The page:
Severe drought choked much of the Northern Hemisphere this summer, from China to Europe to the western United States. Scientists say climate change is at least partly to blame.
Climate change increased the odds of drought across the hemisphere by as much as 20 times, according to a new study from the research consortium World Weather Attribution, which specializes in the links between climate change and extreme weather events.
Zeroing in specifically on Europe, which saw one of its driest summers in decades, climate change may have made the drought three to four times more likely to occur.
The study was released Wednesday, just weeks after the summer’s end.
It’s the latest in a series of “rapid attribution studies” from World Weather Attribution, which this summer has examined the role of climate change on heavy rainfall in Brazil, record-breaking heat in the U.K. and devastating floods in Pakistan.
In this case, the researchers conducted two analyses: one focusing on most of the Northern Hemisphere, aside from the tropical regions, and one looking specifically at west-central Europe. Europe saw its hottest summer on record this year, and it experienced its driest conditions since 1950.
Drought can be defined in a variety of ways, from low rainfall to low river flows. In this study, the researchers looked at the dryness of the soil—a critical factor in plant growth. Low soil moisture is sometimes referred to as agricultural or ecological drought.
They found that in both study regions—in Europe and in the Northern Hemisphere at large—this summer’s drought was about a one-in-20-year event. That’s an event with about a 5 percent chance of occurring in any given year.
Looking at historical data, the researchers found that the odds of these kinds of severe droughts have increased over the last century. The researchers then used climate models to determine whether global warming was part of the reason why.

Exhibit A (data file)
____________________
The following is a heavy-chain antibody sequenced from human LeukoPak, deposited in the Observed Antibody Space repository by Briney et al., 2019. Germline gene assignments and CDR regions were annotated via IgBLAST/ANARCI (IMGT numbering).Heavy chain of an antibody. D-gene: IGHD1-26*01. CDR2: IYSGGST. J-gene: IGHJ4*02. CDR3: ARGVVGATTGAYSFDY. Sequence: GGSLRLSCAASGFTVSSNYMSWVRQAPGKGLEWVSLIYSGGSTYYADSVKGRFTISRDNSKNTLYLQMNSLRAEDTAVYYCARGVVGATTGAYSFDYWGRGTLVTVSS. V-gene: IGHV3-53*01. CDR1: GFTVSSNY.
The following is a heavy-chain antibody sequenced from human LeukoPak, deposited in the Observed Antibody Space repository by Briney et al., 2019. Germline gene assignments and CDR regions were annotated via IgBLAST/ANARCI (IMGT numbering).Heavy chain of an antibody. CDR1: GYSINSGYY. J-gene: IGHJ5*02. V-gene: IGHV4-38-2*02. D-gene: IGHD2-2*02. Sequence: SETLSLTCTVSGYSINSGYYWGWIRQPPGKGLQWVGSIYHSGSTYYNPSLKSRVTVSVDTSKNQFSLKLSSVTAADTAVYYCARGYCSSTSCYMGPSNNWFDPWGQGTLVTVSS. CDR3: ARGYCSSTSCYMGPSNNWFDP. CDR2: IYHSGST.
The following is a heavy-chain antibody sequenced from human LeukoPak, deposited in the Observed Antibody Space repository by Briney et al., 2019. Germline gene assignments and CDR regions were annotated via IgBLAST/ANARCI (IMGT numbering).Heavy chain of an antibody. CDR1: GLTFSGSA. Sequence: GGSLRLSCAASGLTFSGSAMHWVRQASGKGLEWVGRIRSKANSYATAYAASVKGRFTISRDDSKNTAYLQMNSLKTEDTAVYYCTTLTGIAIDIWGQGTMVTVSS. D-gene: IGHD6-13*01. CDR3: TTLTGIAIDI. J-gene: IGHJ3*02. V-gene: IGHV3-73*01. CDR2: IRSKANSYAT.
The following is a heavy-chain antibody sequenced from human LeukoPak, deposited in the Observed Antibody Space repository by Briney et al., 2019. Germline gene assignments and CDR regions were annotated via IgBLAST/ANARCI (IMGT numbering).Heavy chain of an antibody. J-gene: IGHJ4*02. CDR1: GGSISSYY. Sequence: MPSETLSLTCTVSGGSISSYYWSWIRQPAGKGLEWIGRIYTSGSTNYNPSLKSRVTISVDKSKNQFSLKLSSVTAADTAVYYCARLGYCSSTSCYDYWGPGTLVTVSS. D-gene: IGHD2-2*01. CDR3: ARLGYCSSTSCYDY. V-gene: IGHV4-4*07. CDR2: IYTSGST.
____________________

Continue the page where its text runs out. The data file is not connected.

The models suggest that climate change has, in fact, played a role. Warming has made this summer’s level of drought around three to four times more likely to occur in Europe, and as much as 20 times more likely across the Northern Hemisphere.
Those are the best estimates, according to the model results. That said, there’s a lot of uncertainty around those numbers. That’s partly because drought is a fairly complex weather phenomenon compared to other events like heat waves or extreme rainfall, and soil moisture is also comparatively difficult to observe, quantify and reproduce in models.
Although the exact numbers might be up for debate, the researchers firmly conclude that climate change did play a major part.
“There is absolutely no doubt that climate change did play a big role here,” said Friederike Otto, a climate scientist at Imperial College London and co-lead of World Weather Attribution. “The exact quantification of that role is more uncertain for soil moisture than, for example, when we look at heavy precipitation.”
The study also uses climate models to take a look into the future. The world has already warmed by about 1.2 degrees Celsius—and if the planet hits 2 C, the odds of severe drought will increase even further. In some parts of the Northern Hemisphere, the likelihood could increase by as much as 15 times.
“That means the current one-in-20 year event will occur almost every year,” said Dominik Schumacher, a scientist at the Swiss Federal Institute of Technology Zurich and one of the study’s authors.
Reprinted from E&E News with permission from POLITICO, LLC. Copyright 2022. E&E News provides essential news for energy and environment professionals.